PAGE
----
“I am even less motivated by sales and money after selling out of Maltego.”

Asked what fuelled his interest in open source intelligence (OSINT), Temmingh said he realised at SensePost that he loved building tools.

“Someone said that OSINT is for hackers that can’t hack.”

Temmingh said he was in penetration testing for eight years, and although he believes he was pretty good at it at some point, performing at a really high level requires a lot of work and stress.

“And the work is never done — you just give up,” he said.

“I was explaining footprinting one day, and it dawned on me that the same principles and techniques can also be applied to people, organisations… everything.”

That’s where the idea of Maltego came from.

“In a way it wasn’t really that I was much into OSINT, it kind of just grew to it as I added more Maltego transforms,” Temmingh said.

“Some years later someone said, ‘That’s OSINT’ and I was like ‘oh really?’. It didn’t start off as OSINT. It started off as Maltego.”

When asked whether the information security landscape had turned out the way he expected since founding SensePost in 2000, Temmingh said he could only comment on the security assessment and penetration testing aspects.

“It’s kind of sad for me that people now choose security careers because, you know, money, opportunities, and so on, and not because they really have a combination of sharp tech skills, curiosity, and mischievous energy,” he said.

Temmingh said they never thought about their careers or prospects when they all got into the space.

“We were actually just amazed that people paid us money to break into their networks — it was like we’ve found a loophole in the system!”

He said when you’re not actually that interested in technology, or you don’t have that much curiosity, or you’re just not that mischievous, then it’s harder to do the work.

“But hey — it’s just a job, right?” Temmingh said.

“That growing up, being money motivated, taking ourselves way too seriously, being in it for the wrong reasons… all of that kind of bubbles to the surface,” he continued.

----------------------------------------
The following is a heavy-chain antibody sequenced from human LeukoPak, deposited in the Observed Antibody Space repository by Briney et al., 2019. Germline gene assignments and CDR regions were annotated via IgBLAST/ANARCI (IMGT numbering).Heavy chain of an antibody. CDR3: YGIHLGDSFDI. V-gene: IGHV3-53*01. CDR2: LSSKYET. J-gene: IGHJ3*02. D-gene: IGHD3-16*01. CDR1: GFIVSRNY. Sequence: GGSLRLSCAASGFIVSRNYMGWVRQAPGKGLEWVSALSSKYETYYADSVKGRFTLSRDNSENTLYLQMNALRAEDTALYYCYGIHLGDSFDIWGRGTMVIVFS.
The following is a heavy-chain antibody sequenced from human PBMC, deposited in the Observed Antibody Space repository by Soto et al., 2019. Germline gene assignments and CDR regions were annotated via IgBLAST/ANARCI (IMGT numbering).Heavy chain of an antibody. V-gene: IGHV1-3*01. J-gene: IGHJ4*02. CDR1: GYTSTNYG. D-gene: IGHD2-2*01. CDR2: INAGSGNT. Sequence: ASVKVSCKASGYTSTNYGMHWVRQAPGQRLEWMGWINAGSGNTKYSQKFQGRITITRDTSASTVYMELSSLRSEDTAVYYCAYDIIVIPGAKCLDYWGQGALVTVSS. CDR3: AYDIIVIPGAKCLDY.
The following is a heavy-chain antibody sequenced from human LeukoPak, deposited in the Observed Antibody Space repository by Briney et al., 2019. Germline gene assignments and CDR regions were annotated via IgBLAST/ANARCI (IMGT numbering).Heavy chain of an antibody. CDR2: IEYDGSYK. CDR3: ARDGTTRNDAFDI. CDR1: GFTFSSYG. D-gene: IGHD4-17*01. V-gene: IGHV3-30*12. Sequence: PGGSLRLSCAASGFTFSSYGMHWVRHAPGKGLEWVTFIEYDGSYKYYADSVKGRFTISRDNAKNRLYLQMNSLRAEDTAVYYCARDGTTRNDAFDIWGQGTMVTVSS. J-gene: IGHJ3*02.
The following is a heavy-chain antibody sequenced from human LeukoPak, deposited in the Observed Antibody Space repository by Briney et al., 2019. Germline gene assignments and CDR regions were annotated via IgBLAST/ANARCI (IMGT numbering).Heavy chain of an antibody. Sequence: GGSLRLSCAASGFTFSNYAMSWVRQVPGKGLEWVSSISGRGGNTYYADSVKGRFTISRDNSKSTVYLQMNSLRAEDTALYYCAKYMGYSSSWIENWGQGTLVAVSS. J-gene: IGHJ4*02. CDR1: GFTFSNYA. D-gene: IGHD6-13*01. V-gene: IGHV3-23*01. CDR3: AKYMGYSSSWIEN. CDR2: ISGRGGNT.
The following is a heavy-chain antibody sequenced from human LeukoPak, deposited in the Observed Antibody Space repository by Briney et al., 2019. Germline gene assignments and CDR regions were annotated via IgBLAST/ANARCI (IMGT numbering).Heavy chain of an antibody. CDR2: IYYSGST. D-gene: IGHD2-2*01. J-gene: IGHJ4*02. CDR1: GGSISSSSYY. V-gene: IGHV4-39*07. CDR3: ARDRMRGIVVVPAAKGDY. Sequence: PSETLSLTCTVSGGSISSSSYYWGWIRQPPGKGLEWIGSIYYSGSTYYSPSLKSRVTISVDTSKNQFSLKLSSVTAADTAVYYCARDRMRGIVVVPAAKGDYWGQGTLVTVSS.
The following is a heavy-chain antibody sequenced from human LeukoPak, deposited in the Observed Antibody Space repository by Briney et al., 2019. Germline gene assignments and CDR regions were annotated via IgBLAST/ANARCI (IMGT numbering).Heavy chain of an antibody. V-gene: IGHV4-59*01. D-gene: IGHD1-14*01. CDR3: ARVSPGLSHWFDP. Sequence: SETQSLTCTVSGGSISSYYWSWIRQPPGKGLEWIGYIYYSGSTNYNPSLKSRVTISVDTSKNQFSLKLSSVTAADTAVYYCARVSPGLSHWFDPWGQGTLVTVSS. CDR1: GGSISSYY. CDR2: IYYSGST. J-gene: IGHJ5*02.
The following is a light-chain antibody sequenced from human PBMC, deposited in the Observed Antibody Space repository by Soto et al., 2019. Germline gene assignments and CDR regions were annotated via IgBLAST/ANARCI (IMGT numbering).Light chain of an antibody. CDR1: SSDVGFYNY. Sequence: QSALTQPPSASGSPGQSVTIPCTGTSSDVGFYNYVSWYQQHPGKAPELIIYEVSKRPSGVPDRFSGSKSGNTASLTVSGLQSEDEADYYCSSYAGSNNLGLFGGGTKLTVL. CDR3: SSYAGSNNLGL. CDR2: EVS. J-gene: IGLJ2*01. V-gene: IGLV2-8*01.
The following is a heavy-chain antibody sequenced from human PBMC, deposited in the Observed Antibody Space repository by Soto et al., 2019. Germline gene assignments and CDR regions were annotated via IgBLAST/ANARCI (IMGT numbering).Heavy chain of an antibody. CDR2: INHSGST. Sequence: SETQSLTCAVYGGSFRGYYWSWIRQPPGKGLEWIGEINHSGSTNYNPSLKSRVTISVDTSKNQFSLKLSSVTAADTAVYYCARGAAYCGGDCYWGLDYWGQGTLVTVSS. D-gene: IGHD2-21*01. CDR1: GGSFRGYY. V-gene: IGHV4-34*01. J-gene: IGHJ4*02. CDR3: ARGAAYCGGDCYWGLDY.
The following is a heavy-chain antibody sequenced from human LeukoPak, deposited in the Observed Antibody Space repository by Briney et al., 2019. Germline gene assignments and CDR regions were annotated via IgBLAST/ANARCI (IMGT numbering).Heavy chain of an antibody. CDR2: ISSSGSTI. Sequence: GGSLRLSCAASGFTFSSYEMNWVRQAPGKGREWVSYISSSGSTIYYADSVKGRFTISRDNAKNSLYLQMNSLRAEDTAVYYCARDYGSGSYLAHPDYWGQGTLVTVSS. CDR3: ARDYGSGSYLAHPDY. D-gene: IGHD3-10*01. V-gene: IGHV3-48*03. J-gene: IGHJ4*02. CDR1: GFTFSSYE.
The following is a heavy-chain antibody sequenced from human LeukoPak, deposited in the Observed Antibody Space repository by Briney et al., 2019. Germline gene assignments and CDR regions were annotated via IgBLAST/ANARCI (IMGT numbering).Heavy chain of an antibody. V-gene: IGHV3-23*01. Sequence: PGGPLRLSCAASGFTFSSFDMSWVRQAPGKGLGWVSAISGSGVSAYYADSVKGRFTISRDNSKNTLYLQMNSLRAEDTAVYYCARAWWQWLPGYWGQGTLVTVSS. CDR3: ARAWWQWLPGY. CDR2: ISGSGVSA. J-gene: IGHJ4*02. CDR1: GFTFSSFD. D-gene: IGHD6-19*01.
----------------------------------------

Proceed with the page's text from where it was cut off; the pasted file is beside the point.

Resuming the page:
The end result is that, 25 years later, he believes many in the infosec industry have lost their passion.

“But then again — that’s what you’d expect from an old guy mumbling about ‘the good old days,’ right?”

Temmingh said the situation in OSINT is almost the same.

“I was there when the boom started, and we all kind of figured it out as we went along,” he said.

“These days, I don’t see that energy and innovation in that space. If you want the same buzz, you’ll need to look at something new like — I dunno, AI?”

To fuel his desire to keep building OSINT tech, Temmingh said he tests his software in the field with teams of researchers to figure out who is behind various influence operations online.

Temmingh said hacking was always about information and control.

“The thing that moves the needle for me these days is automated influence using technology — at scale,” he said.

“Why do you need to break into someone’s computer if you can get everything about their life online anyhow (information, via OSINT), and use advertising and social media to control what they think about (control, via influence)?”

Asked what the most important lessons were that he’s learned as a founder and entrepreneur, Temmingh listed several.

“Be more blissfully ignorant. If you don’t just jump in every now and again, you won’t try anything new because life is mostly scary when you take a closer look,” he said

“Don’t trust the suits and bean counters. They don’t get measured by how innovatively they think, but rather by how much money they can make.”

Make technology or other things you are passionate about. For Temmingh, that’s making tech that creates results he could not have predicted.

Automate mundane work and drudgery. If you can’t, outsource it and pay enough for someone else to do it, but keep it away from you and your core people,” he continued.

Temmingh also said you should not ask your people to do tasks you’re not willing — or were not willing — to do.

“If you’re not willing to do a lot of marketing and sales, your product or service needs to be amazing,” he said.

“Think: Would you rather spend money on making your product super amazing or on marketing?”

He also had advice regarding listening to feedback and criticism.

“If you ask 100 people what they want to see in a product you’ll get 90 different opinions or features,” he said.

Don’t listen to your customers too much. They don’t know what they want or want different things.”

His parting advice was to remind yourself regularly that luck — factors outside your control — plays a role in your success.

“Of course, the harder you try, the luckier you get.”


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The South African hacker who built a multi-million-dollar security company